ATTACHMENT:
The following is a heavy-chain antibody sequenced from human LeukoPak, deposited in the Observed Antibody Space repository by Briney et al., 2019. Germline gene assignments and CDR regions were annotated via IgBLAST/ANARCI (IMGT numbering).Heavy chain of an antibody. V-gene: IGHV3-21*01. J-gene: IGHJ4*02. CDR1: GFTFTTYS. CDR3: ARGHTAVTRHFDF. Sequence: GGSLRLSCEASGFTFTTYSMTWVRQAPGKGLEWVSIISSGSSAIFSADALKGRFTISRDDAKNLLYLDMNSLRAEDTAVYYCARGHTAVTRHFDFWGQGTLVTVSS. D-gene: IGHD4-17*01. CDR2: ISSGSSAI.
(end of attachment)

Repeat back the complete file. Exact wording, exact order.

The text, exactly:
The following is a heavy-chain antibody sequenced from human LeukoPak, deposited in the Observed Antibody Space repository by Briney et al., 2019. Germline gene assignments and CDR regions were annotated via IgBLAST/ANARCI (IMGT numbering).Heavy chain of an antibody. V-gene: IGHV3-21*01. J-gene: IGHJ4*02. CDR1: GFTFTTYS. CDR3: ARGHTAVTRHFDF. Sequence: GGSLRLSCEASGFTFTTYSMTWVRQAPGKGLEWVSIISSGSSAIFSADALKGRFTISRDDAKNLLYLDMNSLRAEDTAVYYCARGHTAVTRHFDFWGQGTLVTVSS. D-gene: IGHD4-17*01. CDR2: ISSGSSAI.